Can a Police Officer Search Your Vehicle Without a Warrant?
Being pulled over is a scary experience. You may have no idea what you did wrong or if you even committed a crime. You should always remember that you have rights under Wyoming state law. These include the right to remain silent, the right to an attorney if you are charged with a crime, and the right to refuse a search. But these rights do come with some exceptions, and there are scenarios where you may have to allow an officer to search your vehicle.
Your Rights When Pulled Over
The team at Steven Titus & Associates, P.C., has talked about your rights in Wyoming before, but now let’s talk a bit more about your privacy rights. Under the Fourth Amendment, you are protected from “unlawful searches and seizures.” This means, if the police officer does not have your permission to search your home or a lawful warrant, she cannot enter your property and search for evidence. The Fourth Amendment applies when you are pulled over, as your vehicle is considered personal property. If an officer asks you to open your trunk, look under your hood, or search under your car seats, you have the right to refuse.
In addition, the officer must have a good reason for pulling you over. He cannot simply stop and search every vehicle on a Wyoming highway in the hopes of catching a criminal. If your taillight is out, you were speeding, or you made an illegal turn, the officer does have the right to pull you over. But even in these scenarios, the officer cannot simply open your car door and start searching for evidence without your permission. If he did, he would be violating your Fourth Amendment rights.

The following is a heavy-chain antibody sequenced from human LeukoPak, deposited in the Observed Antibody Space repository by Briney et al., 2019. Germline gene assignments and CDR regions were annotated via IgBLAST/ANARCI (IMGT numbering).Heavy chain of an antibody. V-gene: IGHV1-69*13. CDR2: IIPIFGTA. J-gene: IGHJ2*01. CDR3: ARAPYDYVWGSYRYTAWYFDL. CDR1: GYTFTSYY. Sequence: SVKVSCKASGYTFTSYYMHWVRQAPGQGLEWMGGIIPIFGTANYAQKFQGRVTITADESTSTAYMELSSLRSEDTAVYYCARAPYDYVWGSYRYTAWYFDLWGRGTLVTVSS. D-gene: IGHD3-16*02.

However, that right is limited in certain circumstances. For example, if an officer does pull you over legally for violating a traffic law, he can look through your windows for evidence of a crime. If you have an open can of beer, a loaded weapon, or a bag of marijuana, he could arrest you for violating specific laws.
There is also the matter of probable cause, which does allow police officers to search a vehicle without a warrant.
What Is Probable Cause?
Probable cause is a broad legal term that gives police officers the right to search a house or vehicle if they have good reason to suspect a crime has been committed there. For example, if an officer receives reports of gunfire at a particular house, then she could enter the property to investigate.
In the case of a traffic stop, if the officer suspects that a driver is intoxicated or under the influence of drugs, then he can ask you and your passengers to step out of the vehicle so he can search it. The officer can base this on slurred speech, erratic driving behavior, and even bloodshot eyes, as was set by the defining case of WYOMING V. HOUGHTON, during which the Supreme Court ruled that a police officer can search a vehicle if he suspects a crime has been committed, as well as any items within the vehicle, such as a backpack or purse.
If you are pulled over and an officer does search your vehicle, it is important to use your right to remain silent. If the police do charge you with a crime, contact a Gillette criminal defense attorney at Steven Titus & Associates, P.C., as soon as possible. Our skilled trial attorneys can review the nature of your case and determine if your rights were violated in any way. If your vehicle was illegally searched, we can work to have any charges against you dropped. To discuss your case in a free consultation, call our office at (307) 257-7800. Remember, you are innocent until proven guilty.
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